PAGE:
With the new glasses-based creative tools and a growing community of Lens makers, Snapchat is looking to emphasize its augmented reality advantage against powerful rivals like Facebook, which owns Instagram, and Google, which owns YouTube, while staving off challengers like TikTok. The rival platforms are all investing in augmented reality with similar tools for third-party developers, but Snapchat is widely considered to have the most advanced AR technology.

The starting rate for creating a Lens for a brand is typically $10,000, according to Weishaar, but the price varies depending on how often the Lens gets shared and how many people see it, among other factors.

Snapchat paid $250,000 to Lens makers in 2019, but is ready to spend $750,000 in 2020, according to creators. A Snapchat spokeswoman confirmed this figure.

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Opinion: AI For Good Is Often Bad

OpEd-Poaching-Inline-1136697730I was handed a printout with my blurry image next to a picture of an elephant, along with text explaining that the TrailGuard AI camera alerts rangers to capture poachers before one of the 35,000 elephants each year are killed. Despite these good intentions, I couldn’t help but wonder: What if this happened to me in the wild? Would local authorities come to arrest me now that I had been labeled a criminal? How would I prove my innocence against the AI? Was the false positive a result of a tool like facial recognition, notoriously bad with darker skin tones, or was it something else about me? Is everyone a poacher in the eyes of Intel’s computer vision?

Intel isn’t alone. Within the last few years, a number of tech companies, from Google to Huawei, have launched their own programs under the AI for Good banner. They deploy technologies like machine-learning algorithms to address critical issues like crime, poverty, hunger, and disease. In May, French president Emmanuel Macron invited about 60 leaders of AI-driven companies, like Facebook’s Mark Zuckerberg, to a Tech for Good Summit in Paris. The same month, the United Nations in Geneva hosted its third annual AI for Global Good Summit sponsored by XPrize. (Disclosure: I have spoken at it twice.) A recent McKinsey report on AI for Social Good provides an analysis of 160 current cases claiming to use AI to address the world’s most pressing and intractable problems.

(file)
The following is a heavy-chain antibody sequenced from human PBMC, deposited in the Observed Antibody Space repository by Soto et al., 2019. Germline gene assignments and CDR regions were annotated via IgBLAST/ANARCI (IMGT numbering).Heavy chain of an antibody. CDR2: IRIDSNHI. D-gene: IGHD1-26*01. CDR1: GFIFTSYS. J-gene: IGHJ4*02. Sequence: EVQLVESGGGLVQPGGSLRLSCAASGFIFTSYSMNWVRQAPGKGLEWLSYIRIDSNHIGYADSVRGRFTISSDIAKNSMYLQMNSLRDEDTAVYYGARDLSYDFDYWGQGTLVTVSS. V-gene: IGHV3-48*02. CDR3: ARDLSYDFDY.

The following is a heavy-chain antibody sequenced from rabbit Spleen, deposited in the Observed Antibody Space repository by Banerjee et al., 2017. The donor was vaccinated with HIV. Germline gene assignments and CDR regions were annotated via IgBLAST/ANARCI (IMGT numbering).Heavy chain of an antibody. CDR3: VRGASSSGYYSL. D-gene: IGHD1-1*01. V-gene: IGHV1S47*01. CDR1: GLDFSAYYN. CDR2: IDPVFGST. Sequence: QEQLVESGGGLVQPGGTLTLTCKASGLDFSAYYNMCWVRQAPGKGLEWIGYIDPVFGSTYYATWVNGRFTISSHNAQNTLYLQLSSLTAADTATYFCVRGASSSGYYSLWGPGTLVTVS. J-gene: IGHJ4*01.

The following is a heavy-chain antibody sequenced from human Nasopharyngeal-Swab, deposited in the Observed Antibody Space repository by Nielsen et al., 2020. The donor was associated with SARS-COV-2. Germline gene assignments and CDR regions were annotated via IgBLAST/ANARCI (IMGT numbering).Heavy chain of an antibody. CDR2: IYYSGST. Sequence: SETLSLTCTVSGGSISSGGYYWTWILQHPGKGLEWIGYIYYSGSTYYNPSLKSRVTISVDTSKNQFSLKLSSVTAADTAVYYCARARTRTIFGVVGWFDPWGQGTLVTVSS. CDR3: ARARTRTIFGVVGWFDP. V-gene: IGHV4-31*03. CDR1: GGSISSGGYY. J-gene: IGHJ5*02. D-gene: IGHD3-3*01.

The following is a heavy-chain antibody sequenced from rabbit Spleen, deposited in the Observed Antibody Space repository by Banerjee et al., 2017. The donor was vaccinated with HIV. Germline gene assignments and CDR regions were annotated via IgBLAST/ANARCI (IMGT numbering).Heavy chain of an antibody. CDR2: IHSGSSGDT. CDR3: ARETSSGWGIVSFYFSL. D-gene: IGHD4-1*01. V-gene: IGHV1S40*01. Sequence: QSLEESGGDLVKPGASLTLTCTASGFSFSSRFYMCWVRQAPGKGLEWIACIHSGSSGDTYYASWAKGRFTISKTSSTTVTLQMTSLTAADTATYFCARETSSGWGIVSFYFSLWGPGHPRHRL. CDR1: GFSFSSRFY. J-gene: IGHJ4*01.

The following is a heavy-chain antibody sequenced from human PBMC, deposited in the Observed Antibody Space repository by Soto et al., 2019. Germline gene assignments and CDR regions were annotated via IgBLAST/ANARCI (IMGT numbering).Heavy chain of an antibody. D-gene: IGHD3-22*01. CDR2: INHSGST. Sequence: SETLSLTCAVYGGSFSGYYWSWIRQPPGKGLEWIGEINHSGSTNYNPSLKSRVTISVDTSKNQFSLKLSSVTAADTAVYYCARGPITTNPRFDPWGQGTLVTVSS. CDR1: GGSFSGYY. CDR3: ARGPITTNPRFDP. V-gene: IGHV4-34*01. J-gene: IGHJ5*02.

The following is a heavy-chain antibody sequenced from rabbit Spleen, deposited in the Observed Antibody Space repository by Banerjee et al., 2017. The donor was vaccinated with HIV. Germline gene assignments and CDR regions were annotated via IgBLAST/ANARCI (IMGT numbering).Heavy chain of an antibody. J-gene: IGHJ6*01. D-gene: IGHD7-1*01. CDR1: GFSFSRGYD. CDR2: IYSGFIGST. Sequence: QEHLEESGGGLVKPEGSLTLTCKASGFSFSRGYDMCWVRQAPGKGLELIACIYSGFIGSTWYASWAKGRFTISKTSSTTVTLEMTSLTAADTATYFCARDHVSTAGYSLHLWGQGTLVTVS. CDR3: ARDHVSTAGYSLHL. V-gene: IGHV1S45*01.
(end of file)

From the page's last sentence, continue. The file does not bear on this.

While AI for good programs often warrant genuine excitement, they should also invite increased scrutiny. Good intentions are not enough when it comes to deploying AI for those in greatest need. In fact, the fanfare around these projects smacks of tech solutionism, which can mask root causes and the risks of experimenting with AI on vulnerable people without appropriate safeguards.

The deeper issue is that no massive social problem can be reduced to the solution offered by the smartest corporate technologists partnering with the most venerable international organizations. When I reached out to the head of Intel’s AI for Good program for comment, I was told that the "poacher" label I received at the TrailGuard installation was in error—the public demonstration didn’t match the reality. The real AI system, Intel assured me, only detects humans or vehicles in the vicinity of endangered elephants and leaves it to the park rangers to identify them as poachers. Despite this nuance, the AI camera still won’t detect the likely causes of poaching: corruption, disregarding the rule of law, poverty, smuggling, and the recalcitrant demand for ivory.

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Czech government approves digital tax aimed at internet giants

The Czech government approved a 7% digital tax proposal on Monday aimed at boosting state coffers by taxing advertising by global internet giants like Google and Facebook, the Finance Ministry said.

The proposed tax, which still must make it past lawmakers in parliament, covers revenue gained from targeted advertising, providing digital market places, and user data sales.

It will be aimed at services provided to Czech users.

It would apply to companies with global revenue over 750 million euros ($826.50 million) annually, 100 million crown ($4.32 million) turnover in the Czech market and a reach exceeding 200,000 user accounts.

Similar moves by countries like France or Italy have upset the United States, home to the biggest internet players.